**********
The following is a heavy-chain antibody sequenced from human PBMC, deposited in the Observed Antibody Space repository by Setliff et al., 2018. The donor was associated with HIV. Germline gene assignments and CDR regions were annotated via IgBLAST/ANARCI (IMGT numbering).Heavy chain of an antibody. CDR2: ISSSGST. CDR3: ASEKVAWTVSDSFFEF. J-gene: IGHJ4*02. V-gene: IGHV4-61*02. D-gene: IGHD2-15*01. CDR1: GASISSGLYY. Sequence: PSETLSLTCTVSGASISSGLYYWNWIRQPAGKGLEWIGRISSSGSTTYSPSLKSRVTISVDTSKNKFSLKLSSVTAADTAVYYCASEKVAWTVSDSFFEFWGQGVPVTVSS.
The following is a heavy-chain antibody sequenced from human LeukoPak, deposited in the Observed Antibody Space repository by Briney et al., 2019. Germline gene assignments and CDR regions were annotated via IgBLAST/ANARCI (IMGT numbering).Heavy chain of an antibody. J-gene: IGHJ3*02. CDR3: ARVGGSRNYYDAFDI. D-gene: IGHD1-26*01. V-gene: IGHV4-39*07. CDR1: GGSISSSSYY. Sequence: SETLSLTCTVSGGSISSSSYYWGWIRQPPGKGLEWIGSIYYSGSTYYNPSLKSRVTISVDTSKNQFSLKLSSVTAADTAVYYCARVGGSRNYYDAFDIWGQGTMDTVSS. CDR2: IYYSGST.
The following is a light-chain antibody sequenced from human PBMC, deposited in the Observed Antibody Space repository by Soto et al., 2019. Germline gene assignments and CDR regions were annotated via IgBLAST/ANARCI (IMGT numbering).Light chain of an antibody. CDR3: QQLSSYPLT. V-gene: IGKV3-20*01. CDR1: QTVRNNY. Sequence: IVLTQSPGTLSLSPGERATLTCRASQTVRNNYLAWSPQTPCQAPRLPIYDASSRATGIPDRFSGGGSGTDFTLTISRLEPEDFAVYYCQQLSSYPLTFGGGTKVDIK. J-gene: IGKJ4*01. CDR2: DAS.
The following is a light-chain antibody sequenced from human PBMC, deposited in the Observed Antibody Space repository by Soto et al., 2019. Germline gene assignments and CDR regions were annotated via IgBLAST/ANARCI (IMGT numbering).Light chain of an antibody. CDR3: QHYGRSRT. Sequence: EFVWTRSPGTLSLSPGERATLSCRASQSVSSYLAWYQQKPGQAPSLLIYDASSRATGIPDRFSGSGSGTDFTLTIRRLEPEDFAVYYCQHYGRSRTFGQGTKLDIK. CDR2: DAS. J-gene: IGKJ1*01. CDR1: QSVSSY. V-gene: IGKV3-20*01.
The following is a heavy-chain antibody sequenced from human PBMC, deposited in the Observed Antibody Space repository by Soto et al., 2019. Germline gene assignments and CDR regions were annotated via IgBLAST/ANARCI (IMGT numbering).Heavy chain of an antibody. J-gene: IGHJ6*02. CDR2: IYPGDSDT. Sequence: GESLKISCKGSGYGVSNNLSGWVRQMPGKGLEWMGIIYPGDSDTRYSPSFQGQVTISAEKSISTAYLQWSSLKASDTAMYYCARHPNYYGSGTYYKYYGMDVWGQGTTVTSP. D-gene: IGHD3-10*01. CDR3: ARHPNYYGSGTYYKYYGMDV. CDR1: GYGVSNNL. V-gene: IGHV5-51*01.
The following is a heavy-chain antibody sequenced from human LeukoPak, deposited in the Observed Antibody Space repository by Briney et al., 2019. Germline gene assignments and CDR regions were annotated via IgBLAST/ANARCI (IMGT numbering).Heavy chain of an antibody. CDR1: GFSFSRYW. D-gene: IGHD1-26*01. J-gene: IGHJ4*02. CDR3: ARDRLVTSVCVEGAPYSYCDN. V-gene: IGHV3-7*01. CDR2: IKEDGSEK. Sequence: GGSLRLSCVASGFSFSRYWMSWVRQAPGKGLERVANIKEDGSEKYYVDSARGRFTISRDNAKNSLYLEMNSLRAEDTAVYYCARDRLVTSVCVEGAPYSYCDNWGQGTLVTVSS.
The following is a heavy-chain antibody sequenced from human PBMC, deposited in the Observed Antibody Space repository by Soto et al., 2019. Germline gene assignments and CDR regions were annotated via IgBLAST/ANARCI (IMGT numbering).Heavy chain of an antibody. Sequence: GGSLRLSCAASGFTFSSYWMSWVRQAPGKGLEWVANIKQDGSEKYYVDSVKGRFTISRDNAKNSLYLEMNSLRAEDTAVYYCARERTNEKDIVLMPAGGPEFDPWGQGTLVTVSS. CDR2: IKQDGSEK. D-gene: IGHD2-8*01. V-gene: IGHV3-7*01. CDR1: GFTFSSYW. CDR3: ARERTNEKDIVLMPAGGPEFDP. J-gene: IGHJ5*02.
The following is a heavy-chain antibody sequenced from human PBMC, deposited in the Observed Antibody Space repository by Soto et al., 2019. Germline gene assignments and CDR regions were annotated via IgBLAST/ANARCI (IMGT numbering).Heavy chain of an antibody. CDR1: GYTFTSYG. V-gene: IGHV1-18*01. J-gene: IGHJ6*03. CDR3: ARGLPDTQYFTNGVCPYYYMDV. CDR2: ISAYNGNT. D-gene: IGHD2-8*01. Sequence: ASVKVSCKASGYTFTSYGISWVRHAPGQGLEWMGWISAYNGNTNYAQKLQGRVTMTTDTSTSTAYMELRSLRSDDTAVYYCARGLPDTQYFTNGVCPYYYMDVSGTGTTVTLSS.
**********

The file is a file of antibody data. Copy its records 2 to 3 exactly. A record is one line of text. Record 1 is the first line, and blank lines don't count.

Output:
The following is a heavy-chain antibody sequenced from human LeukoPak, deposited in the Observed Antibody Space repository by Briney et al., 2019. Germline gene assignments and CDR regions were annotated via IgBLAST/ANARCI (IMGT numbering).Heavy chain of an antibody. J-gene: IGHJ3*02. CDR3: ARVGGSRNYYDAFDI. D-gene: IGHD1-26*01. V-gene: IGHV4-39*07. CDR1: GGSISSSSYY. Sequence: SETLSLTCTVSGGSISSSSYYWGWIRQPPGKGLEWIGSIYYSGSTYYNPSLKSRVTISVDTSKNQFSLKLSSVTAADTAVYYCARVGGSRNYYDAFDIWGQGTMDTVSS. CDR2: IYYSGST.
The following is a light-chain antibody sequenced from human PBMC, deposited in the Observed Antibody Space repository by Soto et al., 2019. Germline gene assignments and CDR regions were annotated via IgBLAST/ANARCI (IMGT numbering).Light chain of an antibody. CDR3: QQLSSYPLT. V-gene: IGKV3-20*01. CDR1: QTVRNNY. Sequence: IVLTQSPGTLSLSPGERATLTCRASQTVRNNYLAWSPQTPCQAPRLPIYDASSRATGIPDRFSGGGSGTDFTLTISRLEPEDFAVYYCQQLSSYPLTFGGGTKVDIK. J-gene: IGKJ4*01. CDR2: DAS.